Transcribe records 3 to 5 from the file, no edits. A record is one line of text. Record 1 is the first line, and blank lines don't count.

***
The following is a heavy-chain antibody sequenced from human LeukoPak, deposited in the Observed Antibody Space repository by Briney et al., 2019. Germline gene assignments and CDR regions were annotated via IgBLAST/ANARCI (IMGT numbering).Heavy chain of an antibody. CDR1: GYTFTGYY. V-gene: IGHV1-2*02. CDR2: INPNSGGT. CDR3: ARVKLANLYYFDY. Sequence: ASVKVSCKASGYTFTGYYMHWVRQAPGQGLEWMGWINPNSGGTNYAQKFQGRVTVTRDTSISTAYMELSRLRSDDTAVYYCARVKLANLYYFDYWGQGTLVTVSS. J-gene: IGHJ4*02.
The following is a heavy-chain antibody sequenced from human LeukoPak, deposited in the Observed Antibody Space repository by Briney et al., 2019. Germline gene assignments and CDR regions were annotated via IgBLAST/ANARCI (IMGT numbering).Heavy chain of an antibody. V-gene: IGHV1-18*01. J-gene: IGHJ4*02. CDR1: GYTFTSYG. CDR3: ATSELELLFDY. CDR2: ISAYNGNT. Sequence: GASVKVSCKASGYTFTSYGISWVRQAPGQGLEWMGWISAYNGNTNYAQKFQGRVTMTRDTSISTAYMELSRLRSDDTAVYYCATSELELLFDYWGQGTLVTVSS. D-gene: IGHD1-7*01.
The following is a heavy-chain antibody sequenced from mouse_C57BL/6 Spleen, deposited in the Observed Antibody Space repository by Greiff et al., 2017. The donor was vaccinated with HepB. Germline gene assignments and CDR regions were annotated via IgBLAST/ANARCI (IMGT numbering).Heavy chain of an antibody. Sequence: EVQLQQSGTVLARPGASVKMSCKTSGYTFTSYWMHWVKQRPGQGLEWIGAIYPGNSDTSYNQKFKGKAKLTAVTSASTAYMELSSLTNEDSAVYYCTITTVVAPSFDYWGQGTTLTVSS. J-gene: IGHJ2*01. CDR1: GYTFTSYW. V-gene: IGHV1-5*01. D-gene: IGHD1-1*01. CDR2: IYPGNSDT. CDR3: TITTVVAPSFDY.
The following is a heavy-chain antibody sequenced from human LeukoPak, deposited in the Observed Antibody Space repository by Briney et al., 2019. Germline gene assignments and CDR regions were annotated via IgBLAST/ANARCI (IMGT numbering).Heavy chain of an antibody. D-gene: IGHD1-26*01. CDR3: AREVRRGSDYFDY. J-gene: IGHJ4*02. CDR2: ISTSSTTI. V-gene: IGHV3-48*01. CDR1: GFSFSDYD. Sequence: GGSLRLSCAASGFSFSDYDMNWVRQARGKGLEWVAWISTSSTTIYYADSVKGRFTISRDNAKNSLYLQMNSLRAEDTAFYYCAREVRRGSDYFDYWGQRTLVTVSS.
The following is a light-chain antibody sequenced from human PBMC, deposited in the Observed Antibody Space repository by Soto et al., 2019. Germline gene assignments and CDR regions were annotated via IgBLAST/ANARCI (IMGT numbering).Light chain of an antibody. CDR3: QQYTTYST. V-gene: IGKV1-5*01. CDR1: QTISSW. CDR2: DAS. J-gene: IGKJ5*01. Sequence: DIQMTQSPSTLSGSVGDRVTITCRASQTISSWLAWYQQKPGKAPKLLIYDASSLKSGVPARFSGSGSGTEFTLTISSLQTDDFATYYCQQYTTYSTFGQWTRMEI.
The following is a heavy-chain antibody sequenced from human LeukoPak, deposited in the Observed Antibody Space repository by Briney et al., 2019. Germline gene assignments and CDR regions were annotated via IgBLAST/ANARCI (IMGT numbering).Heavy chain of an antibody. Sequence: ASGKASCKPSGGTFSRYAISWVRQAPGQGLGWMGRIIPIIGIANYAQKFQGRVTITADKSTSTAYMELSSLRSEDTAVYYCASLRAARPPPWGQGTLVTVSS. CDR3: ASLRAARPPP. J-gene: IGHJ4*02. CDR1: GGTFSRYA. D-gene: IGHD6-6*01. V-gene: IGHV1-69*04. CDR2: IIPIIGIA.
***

The following is a heavy-chain antibody sequenced from mouse_C57BL/6 Spleen, deposited in the Observed Antibody Space repository by Greiff et al., 2017. The donor was vaccinated with HepB. Germline gene assignments and CDR regions were annotated via IgBLAST/ANARCI (IMGT numbering).Heavy chain of an antibody. Sequence: EVQLQQSGTVLARPGASVKMSCKTSGYTFTSYWMHWVKQRPGQGLEWIGAIYPGNSDTSYNQKFKGKAKLTAVTSASTAYMELSSLTNEDSAVYYCTITTVVAPSFDYWGQGTTLTVSS. J-gene: IGHJ2*01. CDR1: GYTFTSYW. V-gene: IGHV1-5*01. D-gene: IGHD1-1*01. CDR2: IYPGNSDT. CDR3: TITTVVAPSFDY.
The following is a heavy-chain antibody sequenced from human LeukoPak, deposited in the Observed Antibody Space repository by Briney et al., 2019. Germline gene assignments and CDR regions were annotated via IgBLAST/ANARCI (IMGT numbering).Heavy chain of an antibody. D-gene: IGHD1-26*01. CDR3: AREVRRGSDYFDY. J-gene: IGHJ4*02. CDR2: ISTSSTTI. V-gene: IGHV3-48*01. CDR1: GFSFSDYD. Sequence: GGSLRLSCAASGFSFSDYDMNWVRQARGKGLEWVAWISTSSTTIYYADSVKGRFTISRDNAKNSLYLQMNSLRAEDTAFYYCAREVRRGSDYFDYWGQRTLVTVSS.
The following is a light-chain antibody sequenced from human PBMC, deposited in the Observed Antibody Space repository by Soto et al., 2019. Germline gene assignments and CDR regions were annotated via IgBLAST/ANARCI (IMGT numbering).Light chain of an antibody. CDR3: QQYTTYST. V-gene: IGKV1-5*01. CDR1: QTISSW. CDR2: DAS. J-gene: IGKJ5*01. Sequence: DIQMTQSPSTLSGSVGDRVTITCRASQTISSWLAWYQQKPGKAPKLLIYDASSLKSGVPARFSGSGSGTEFTLTISSLQTDDFATYYCQQYTTYSTFGQWTRMEI.